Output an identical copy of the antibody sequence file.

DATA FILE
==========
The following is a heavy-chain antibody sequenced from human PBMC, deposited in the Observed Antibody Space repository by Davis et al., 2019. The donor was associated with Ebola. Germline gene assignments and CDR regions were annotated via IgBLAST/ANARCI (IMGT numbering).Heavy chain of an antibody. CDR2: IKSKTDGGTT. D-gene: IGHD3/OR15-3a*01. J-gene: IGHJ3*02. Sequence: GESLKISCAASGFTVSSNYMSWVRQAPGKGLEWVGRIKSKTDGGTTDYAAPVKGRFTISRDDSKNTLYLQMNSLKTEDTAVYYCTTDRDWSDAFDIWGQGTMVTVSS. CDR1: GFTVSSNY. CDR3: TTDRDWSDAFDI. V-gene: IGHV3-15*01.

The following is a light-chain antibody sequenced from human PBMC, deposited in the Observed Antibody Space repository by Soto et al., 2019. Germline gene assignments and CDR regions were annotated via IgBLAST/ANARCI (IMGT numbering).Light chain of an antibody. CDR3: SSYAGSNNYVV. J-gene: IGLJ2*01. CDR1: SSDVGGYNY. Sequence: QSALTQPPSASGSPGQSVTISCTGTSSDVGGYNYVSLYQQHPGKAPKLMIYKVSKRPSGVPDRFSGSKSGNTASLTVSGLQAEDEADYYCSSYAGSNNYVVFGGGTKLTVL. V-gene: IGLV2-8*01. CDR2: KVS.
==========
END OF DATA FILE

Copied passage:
The following is a heavy-chain antibody sequenced from human PBMC, deposited in the Observed Antibody Space repository by Davis et al., 2019. The donor was associated with Ebola. Germline gene assignments and CDR regions were annotated via IgBLAST/ANARCI (IMGT numbering).Heavy chain of an antibody. CDR2: IKSKTDGGTT. D-gene: IGHD3/OR15-3a*01. J-gene: IGHJ3*02. Sequence: GESLKISCAASGFTVSSNYMSWVRQAPGKGLEWVGRIKSKTDGGTTDYAAPVKGRFTISRDDSKNTLYLQMNSLKTEDTAVYYCTTDRDWSDAFDIWGQGTMVTVSS. CDR1: GFTVSSNY. CDR3: TTDRDWSDAFDI. V-gene: IGHV3-15*01.

The following is a light-chain antibody sequenced from human PBMC, deposited in the Observed Antibody Space repository by Soto et al., 2019. Germline gene assignments and CDR regions were annotated via IgBLAST/ANARCI (IMGT numbering).Light chain of an antibody. CDR3: SSYAGSNNYVV. J-gene: IGLJ2*01. CDR1: SSDVGGYNY. Sequence: QSALTQPPSASGSPGQSVTISCTGTSSDVGGYNYVSLYQQHPGKAPKLMIYKVSKRPSGVPDRFSGSKSGNTASLTVSGLQAEDEADYYCSSYAGSNNYVVFGGGTKLTVL. V-gene: IGLV2-8*01. CDR2: KVS.